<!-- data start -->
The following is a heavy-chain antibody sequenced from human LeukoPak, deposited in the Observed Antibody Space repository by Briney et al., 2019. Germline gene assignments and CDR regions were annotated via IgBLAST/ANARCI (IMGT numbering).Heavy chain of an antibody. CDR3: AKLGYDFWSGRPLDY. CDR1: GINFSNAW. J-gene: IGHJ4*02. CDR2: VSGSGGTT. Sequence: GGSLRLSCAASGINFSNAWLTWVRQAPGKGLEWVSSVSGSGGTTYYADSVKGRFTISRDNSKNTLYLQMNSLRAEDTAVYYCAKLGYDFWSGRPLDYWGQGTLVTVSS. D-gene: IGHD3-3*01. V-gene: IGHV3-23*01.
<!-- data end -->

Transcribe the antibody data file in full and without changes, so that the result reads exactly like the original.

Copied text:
The following is a heavy-chain antibody sequenced from human LeukoPak, deposited in the Observed Antibody Space repository by Briney et al., 2019. Germline gene assignments and CDR regions were annotated via IgBLAST/ANARCI (IMGT numbering).Heavy chain of an antibody. CDR3: AKLGYDFWSGRPLDY. CDR1: GINFSNAW. J-gene: IGHJ4*02. CDR2: VSGSGGTT. Sequence: GGSLRLSCAASGINFSNAWLTWVRQAPGKGLEWVSSVSGSGGTTYYADSVKGRFTISRDNSKNTLYLQMNSLRAEDTAVYYCAKLGYDFWSGRPLDYWGQGTLVTVSS. D-gene: IGHD3-3*01. V-gene: IGHV3-23*01.